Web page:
Prenatal alcohol exposure represents a major public health concern, resulting in a spectrum of disorders associated with a wide range of physical abnormalities, facial dysmorphology, and neuropsychological impairments. Alcohol's adverse effects on brain development and cognitive abilities are among the most devastating consequences. Prenatal exposure to alcohol is one of the leading preventable causes of birth defects, intellectual disability, and neurodevelopmental disorders. However, despite extensive public health warnings and prevention efforts, women continue to consume alcohol during pregnancy, particularly in patterns known to be of high risk to the developing fetus. The prevalence of fetal alcohol spectrum disorders (FASD) is estimated to be as high as 2-5% of young school children in the U.S., placing considerable social and economic burdens on the individual, families, and community. These significant ramifications call for the development of comprehensive treatment programs to ameliorate the adverse consequences of prenatal alcohol exposure. Choline, an essential nutrient, is critical for fetal brain development and studies have shown that early supplementation leads to long-lasting cognitive enhancement. Animal models of FASD have also revealed that choline supplementation can reduce the severity of alcohol-related cognitive impairments, even when given postnatally after alcohol damage has occurred. Given this preclinical evidence, the goal of the current proposal is to translate these findings toa clinical population and determine if choline can effectively reduce neuropsychological impairments in children with FASD. Currently, two clinical studies are examining the effects of prenatal choline supplementation in women drinking alcohol during pregnancy as well as early postnatal supplementation in young children. However, as many children with FASD are not diagnosed until they enter school, it is essential to examine treatment options that can be effective throughout middle and later childhood. Animal data suggest that choline may still be effective even when administered during this later period of development. Thus, this study will determine whether choline can improve cognitive functioning in school age children.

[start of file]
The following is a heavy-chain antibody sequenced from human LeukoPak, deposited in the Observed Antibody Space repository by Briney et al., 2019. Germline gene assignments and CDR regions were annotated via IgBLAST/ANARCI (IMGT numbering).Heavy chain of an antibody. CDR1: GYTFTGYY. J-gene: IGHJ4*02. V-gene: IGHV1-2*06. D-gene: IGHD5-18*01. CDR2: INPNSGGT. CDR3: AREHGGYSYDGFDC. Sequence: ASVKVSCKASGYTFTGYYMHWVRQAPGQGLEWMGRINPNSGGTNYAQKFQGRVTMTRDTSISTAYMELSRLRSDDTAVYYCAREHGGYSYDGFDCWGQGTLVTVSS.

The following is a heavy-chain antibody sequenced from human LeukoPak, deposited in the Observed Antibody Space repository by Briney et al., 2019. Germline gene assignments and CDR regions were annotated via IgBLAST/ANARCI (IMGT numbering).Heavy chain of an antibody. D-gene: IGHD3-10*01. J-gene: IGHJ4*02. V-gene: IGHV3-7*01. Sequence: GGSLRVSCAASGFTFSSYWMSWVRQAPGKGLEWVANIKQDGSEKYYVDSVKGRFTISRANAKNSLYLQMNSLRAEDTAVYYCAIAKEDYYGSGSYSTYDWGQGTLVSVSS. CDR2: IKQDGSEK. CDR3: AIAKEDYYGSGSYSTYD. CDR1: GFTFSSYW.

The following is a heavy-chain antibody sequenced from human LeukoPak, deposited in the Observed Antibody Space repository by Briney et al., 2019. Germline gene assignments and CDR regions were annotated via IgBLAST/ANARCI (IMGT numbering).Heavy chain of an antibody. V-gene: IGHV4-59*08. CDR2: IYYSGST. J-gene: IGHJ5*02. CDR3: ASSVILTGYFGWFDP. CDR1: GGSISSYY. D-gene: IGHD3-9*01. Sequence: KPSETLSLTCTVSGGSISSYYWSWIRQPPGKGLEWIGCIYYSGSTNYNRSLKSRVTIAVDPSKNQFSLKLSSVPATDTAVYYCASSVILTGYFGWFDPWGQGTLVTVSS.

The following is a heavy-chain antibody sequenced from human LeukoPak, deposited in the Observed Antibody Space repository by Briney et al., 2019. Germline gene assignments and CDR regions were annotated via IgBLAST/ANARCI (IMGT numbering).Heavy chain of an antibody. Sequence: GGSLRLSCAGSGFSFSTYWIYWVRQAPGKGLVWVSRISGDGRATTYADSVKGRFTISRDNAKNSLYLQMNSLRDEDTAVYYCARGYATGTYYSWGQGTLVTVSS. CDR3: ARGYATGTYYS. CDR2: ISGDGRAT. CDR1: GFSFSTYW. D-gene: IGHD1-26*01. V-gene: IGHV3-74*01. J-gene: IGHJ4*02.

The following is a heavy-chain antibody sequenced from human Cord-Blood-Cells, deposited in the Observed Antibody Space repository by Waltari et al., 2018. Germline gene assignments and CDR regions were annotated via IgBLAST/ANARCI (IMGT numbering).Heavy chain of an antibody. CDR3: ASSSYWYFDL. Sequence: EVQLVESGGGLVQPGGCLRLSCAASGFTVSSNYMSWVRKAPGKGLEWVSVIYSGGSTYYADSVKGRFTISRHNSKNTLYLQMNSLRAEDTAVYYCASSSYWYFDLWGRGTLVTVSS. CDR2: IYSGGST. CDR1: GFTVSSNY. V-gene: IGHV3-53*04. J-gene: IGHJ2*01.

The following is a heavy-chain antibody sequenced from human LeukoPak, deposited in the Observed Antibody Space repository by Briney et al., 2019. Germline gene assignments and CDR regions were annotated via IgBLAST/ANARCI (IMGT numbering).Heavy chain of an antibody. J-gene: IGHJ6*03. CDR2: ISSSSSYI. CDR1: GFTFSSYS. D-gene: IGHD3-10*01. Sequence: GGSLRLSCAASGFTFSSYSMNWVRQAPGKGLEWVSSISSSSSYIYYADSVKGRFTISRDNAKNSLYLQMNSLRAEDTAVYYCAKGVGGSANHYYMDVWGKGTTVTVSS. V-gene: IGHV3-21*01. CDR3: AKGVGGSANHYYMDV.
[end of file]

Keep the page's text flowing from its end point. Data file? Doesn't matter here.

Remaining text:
The specific aims of the proposal are to investigate whether choline supplementation can reduce the severity of learning and memory, executive function, and attention deficits in children with FASD.

Public Health Relevance

Fetal alcohol spectrum disorders (FASD) is a serious public health concern not only within the U.S. but also throughout the world. Because women continue to drink alcohol during pregnancy despite known risks, there is a need to seek effective treatments that will mitigate developmental alcohol-related deficits. Animal models have demonstrated that the nutritional supplement choline can ameliorate the severity of cognitive deficits associated with developmental alcohol exposure, yet research is only beginning to examine the effectiveness of choline supplementation in a clinical population;thus, the proposed study intends to translate preclinical research of a potential therapeutic in children with FASD.

National Institute of Health (NIH)
National Institute on Alcohol Abuse and Alcoholism (NIAAA)
Predoctoral Individual National Research Service Award (F31)
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Health Services Research Review Subcommittee (AA)
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Roach, Deidra
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San Diego State University
Schools of Arts and Sciences
San Diego
United States
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Nguyen, Tanya T; Risbud, Rashmi D; Chambers, Christina D et al. (2016) Dietary Nutrient Intake in School-Aged Children With Heavy Prenatal Alcohol Exposure. Alcohol Clin Exp Res 40:1075-82
Nguyen, Tanya T; Risbud, Rashmi D; Mattson, Sarah N et al. (2016) Randomized, double-blind, placebo-controlled clinical trial of choline supplementation in school-aged children with fetal alcohol spectrum disorders. Am J Clin Nutr 104:1683-1692
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